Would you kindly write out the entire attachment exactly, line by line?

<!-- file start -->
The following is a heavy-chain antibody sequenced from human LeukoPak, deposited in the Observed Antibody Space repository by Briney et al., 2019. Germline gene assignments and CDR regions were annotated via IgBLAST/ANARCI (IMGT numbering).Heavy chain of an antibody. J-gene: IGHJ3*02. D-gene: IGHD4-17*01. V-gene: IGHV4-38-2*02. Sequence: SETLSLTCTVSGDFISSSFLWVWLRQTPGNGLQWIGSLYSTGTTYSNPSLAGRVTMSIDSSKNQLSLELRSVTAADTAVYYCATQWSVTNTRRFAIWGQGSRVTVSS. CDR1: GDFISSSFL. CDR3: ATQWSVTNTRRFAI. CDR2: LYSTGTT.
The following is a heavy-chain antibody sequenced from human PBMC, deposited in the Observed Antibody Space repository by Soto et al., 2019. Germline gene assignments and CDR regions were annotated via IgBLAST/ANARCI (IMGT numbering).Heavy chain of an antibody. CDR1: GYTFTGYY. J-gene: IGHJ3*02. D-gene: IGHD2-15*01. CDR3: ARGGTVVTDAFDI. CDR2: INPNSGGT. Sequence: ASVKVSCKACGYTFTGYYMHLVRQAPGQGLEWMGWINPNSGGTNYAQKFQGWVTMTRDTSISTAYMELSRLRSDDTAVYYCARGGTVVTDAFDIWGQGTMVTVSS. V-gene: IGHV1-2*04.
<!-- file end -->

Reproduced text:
The following is a heavy-chain antibody sequenced from human LeukoPak, deposited in the Observed Antibody Space repository by Briney et al., 2019. Germline gene assignments and CDR regions were annotated via IgBLAST/ANARCI (IMGT numbering).Heavy chain of an antibody. J-gene: IGHJ3*02. D-gene: IGHD4-17*01. V-gene: IGHV4-38-2*02. Sequence: SETLSLTCTVSGDFISSSFLWVWLRQTPGNGLQWIGSLYSTGTTYSNPSLAGRVTMSIDSSKNQLSLELRSVTAADTAVYYCATQWSVTNTRRFAIWGQGSRVTVSS. CDR1: GDFISSSFL. CDR3: ATQWSVTNTRRFAI. CDR2: LYSTGTT.
The following is a heavy-chain antibody sequenced from human PBMC, deposited in the Observed Antibody Space repository by Soto et al., 2019. Germline gene assignments and CDR regions were annotated via IgBLAST/ANARCI (IMGT numbering).Heavy chain of an antibody. CDR1: GYTFTGYY. J-gene: IGHJ3*02. D-gene: IGHD2-15*01. CDR3: ARGGTVVTDAFDI. CDR2: INPNSGGT. Sequence: ASVKVSCKACGYTFTGYYMHLVRQAPGQGLEWMGWINPNSGGTNYAQKFQGWVTMTRDTSISTAYMELSRLRSDDTAVYYCARGGTVVTDAFDIWGQGTMVTVSS. V-gene: IGHV1-2*04.